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Fri, Feb 24th, 2012
MBA-ese and other horrors
Posted By: Angela Pause
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I have a friend who is fluent in English and MBA. The problem is that I only understand English. So when she speaks in MBA-ese, I am baffled. I have to read each 35-word long sentence several times to understand what she means. Yet her point or points in her prose remains mysterious and hidden, like the Arc of the Covenant. The thing is, I know she's super smart. She is exceptionally capable in everything she does, except she loves her MBA-ese. Fortunately for her, there is a whole crowd of folks who eat that stuff up (government, lobbiests, policy makers, etc.) so she is not wrong to write that way. (I narrowly avoided writing "she is right to write that way". Oops)  But when the message is for everyone else, I need to take a word-wacker to her prose. 

But writing simply is a hella hard thing to do. Hemingway did it. Alice Munro continues to do it. Kurt Vonnegut Jr will always be missed and Malcolm Gladwell is a master at weaving stories out of stray threads. And my daughter at age 10 could do it.  The reason I put her in there was because she HATED writing. Absolutely did not want to spend any of her precious time writing down a bunch of words, so she made each sentence as short and to the point as possible. That kid could move a plot line along like a pro. And because she knew she had to have a beginning, a middle and an end, she stuck to that format. Which means her stories made sense, had wonderful leaps of faith and you were never bored with filler words designed to make her look smarter to her teachers.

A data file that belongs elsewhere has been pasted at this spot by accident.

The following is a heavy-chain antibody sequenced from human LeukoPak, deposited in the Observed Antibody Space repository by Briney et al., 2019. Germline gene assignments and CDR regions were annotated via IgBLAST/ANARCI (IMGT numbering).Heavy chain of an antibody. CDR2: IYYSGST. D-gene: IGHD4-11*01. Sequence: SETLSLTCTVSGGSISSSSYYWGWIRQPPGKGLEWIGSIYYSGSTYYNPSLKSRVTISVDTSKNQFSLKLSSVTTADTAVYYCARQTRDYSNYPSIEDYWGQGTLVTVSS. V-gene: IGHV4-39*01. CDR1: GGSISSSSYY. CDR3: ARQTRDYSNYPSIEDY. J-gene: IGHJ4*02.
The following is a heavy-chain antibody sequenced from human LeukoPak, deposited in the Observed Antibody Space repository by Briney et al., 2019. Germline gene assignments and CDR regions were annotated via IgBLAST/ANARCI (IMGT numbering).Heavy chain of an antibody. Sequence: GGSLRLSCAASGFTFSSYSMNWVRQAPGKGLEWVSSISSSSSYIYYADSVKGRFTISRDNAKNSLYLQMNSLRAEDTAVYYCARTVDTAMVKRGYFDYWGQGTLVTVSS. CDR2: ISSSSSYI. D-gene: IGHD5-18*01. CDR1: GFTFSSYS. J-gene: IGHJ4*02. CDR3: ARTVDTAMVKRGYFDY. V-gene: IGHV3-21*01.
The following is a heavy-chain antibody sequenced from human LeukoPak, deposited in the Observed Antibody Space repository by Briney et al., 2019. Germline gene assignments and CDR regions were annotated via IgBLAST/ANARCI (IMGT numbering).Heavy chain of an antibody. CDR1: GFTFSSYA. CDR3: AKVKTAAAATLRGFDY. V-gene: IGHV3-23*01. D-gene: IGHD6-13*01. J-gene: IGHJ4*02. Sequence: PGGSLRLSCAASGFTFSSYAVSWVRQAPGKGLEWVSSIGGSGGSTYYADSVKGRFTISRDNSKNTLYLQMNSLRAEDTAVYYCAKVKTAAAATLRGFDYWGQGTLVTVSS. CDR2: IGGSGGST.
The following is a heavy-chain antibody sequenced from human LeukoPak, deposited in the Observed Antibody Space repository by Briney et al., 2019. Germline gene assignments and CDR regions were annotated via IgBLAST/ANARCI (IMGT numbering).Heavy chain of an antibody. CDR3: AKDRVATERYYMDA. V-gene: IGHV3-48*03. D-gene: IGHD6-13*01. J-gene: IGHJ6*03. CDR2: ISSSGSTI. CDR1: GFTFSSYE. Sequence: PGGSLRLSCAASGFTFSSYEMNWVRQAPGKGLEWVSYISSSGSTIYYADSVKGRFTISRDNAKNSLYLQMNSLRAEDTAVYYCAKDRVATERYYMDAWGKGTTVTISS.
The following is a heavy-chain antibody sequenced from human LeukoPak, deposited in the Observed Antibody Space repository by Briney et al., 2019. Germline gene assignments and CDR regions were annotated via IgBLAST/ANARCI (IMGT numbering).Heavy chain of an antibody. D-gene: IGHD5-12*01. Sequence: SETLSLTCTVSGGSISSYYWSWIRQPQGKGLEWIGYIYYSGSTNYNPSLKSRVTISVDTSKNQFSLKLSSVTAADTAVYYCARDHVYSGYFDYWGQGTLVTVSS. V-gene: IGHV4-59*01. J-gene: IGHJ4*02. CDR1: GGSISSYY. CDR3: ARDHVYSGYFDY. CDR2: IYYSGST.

Alas, high school got a hold of her and the dreaded 2,000 word essay format raised its ugly head. Didn't matter that most kids stuffed their essays with filler words, thinking this made them look smart, but instead it made their essays tedious. I would much rather see 500 words of clarity and good writing with a solid message then a version stuffed with excess words like the dreaded turducken of Thanksgiving lore. I have taken to the idea that words are like calories. Too many and too many overly processed ones are bad. I want to write like I eat - mostly clean and lean.  With the occasional treat on the side (such as writing yet another blog). 

As for my MBA-speak friend, she knows when to wield her wordy sword  (when writing for lobbists or policy makers) and when to hand off her stuff to me so I can strip it down to its essence. It's a good system. 

 

Posted:
Fri, Feb 24th, 2012 5:59pm
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